Hollywood Casino in located Baton Rouge, LA on the Mississippi River. It has 27,000 square feet and three floors of Vegas-style excitement 24 x 7 ready for you. They have all of the newest and most popular slots, as well as all of your favorite table games.
(28) Belle of Baton Rouge Casino and Hotel
The Belle of Baton Rouge Casino and Hotel offer a unique experience to visitors and guests. A shared location allows guests to enjoy the Casino and the many restaurants and bars on property with the added benefit of being able to spend the night in one of Baton Rouge’s nicest hotels. The Belle of Baton Rouge Casino offers various forms of gaming from 10 am to 2am daily. Renovations for the Belle of Baton Rouge casino hotel is scheduled to be completed by October of 2024 as the facility makes it move onto land.
(29) L’Auberge Casino and Hotel
Although not directly in downtown Baton Rouge, the L’Auberge Casino and Hotel is just a short distance down the Mississippi river road. The L’Auberge Casino Hotel is a 575-acre tract that Pinnacle Entertainment developed adjacent to the Mississippi River in Baton Rouge, Louisiana. Designed to capture the feel of a Southern river lodge, the development includes a 74,000 square-foot gaming facility that floats in a man-made lake next to the river channel, a 12-story hotel with 206 guest rooms and a rooftop swimming pool.
(30) Magnolia Mound Plantation
The plantation house was once the center of a 900-acre operation with frontage on the Mississippi River. This was very close to downtown heading south on Nicholson Drive and definitely worth the visit.
Magnolia Mound House
- The Historic main house was built c. 1791 and has seen expansion and improvements in the early 1800’s. The house is constructed of cypress beans with bousillage-entre-poteau and the organic cypress flooring.
- The outdoor “open-hearth” kitchen was reconstructed and furnished with authentic vintage utensils such as spider pots, a a clock-jack, sugar nippers, waffle iron, olla jar and reflector ovens. From October to May, open-hearth cooking demonstrations are held in the kitchen.
- Living quarters for slaves c 1830 is on the property and furnished appropriately to the time period. The actual cabin was originally located at Cherie Quarters at Riverlake Plantation in Pointe Coupee Parish.
- The small Pigeonnier structure c.1825, built to house squab and various game birds, is a rare surviving early outbuilding rescued from the nearby Barthel plantation in Iberville parish.
The Pigeonnier House
- The Overseer’s house is an Original to the plantation c. 1871 and served as home to the man who was responsible for the success or failure of the plantation’s various operations.
- A rare three-seat Privy from the mid-19th Century from Rosebank Plantation in West Feliciana Parish was moved to the property in 2012. It was restored and is an example of early sanitation practices.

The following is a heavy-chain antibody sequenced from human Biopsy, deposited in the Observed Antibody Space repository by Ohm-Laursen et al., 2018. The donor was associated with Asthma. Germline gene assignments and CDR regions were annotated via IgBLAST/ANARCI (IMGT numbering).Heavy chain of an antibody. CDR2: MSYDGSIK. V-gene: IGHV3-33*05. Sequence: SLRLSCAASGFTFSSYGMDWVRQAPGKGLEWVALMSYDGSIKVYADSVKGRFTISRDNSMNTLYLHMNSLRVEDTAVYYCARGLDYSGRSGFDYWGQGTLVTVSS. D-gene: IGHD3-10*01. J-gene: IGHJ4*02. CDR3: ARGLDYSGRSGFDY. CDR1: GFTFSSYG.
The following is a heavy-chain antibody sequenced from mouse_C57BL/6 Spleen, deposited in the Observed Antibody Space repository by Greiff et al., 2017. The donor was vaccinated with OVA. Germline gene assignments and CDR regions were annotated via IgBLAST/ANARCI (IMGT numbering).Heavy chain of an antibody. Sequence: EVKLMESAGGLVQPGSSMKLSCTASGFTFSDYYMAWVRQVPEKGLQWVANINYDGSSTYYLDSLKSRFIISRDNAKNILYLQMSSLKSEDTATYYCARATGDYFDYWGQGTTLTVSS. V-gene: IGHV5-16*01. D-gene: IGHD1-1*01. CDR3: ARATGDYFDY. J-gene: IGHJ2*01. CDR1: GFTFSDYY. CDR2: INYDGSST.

- Located in the Visitor’s Center, the Magnolia Mound Gift shop offers an interesting selection of books, jewelry, hand-crafted items, pottery and unique, affordable gifts.
Address: Magnolia Mound Plantation, 2161 Nicholson Dr, Baton Rouge, LA 70802
(31) Louisiana Rural Life Museum
The LSU Rural Life Museum was established to show the lifestyles and culture of pre-industrial Louisiana. The museum holds the state’s largest collection of material culture items from the 18th and 19th centuries in Louisiana and has 32 historic outbuildings including the Working Plantation, the Upland South Region, the Gulf Coast Region and the Exhibit Barn.
The LSU Rural Life Museum holds the largest collection of Louisiana vernacular architecture and the most extensive collection of material culture items from the 18th and 19th centuries. The museum includes 32 historic outbuildings that spread over 25 acres and are divided into four sections: the Working Plantation including, the Upland South Region, the Gulf Coast Region, and an Exhibit Barn. This includes building such as a church, cabin, Acadian house and potato house. Tours are generally self-guided.
Although not downtown, this is a nice setting to take the family or just visit while in town to better understand the culture and history of Baton Rouge.
Address: 4560 Essen Lane, Baton Rouge, Louisiana
Official site: http://www.lsu.edu/rurallife/
(32) LSU Football Stadium
Of course, we decided to drive closer to the LSU campus to get a few more pictures of the LSU Football Stadium. Tiger Stadium is one of college football’s largest venues, with a capacity of 102,321. The crowd is so loud that at times, during big games, it sets off earthquake monitoring devices.
Downtown Baton Rouge is always a bunch of good food and music, entertainment and a great nightlife. I’ve given you 31 Baton Rouge downtown attractions to experience and all of them are great. Come check out the sights yourself with your family and/or friends, make memories, and enjoy the simple life together.
If you like exploring Baton Rouge, check out my Red Stick Farmer’s Market post (downtown Baton Rouge). Also, check out my sister YouTube site Louisiana Simple Living!
Enjoy! Remember, if you can dream it, you can do it!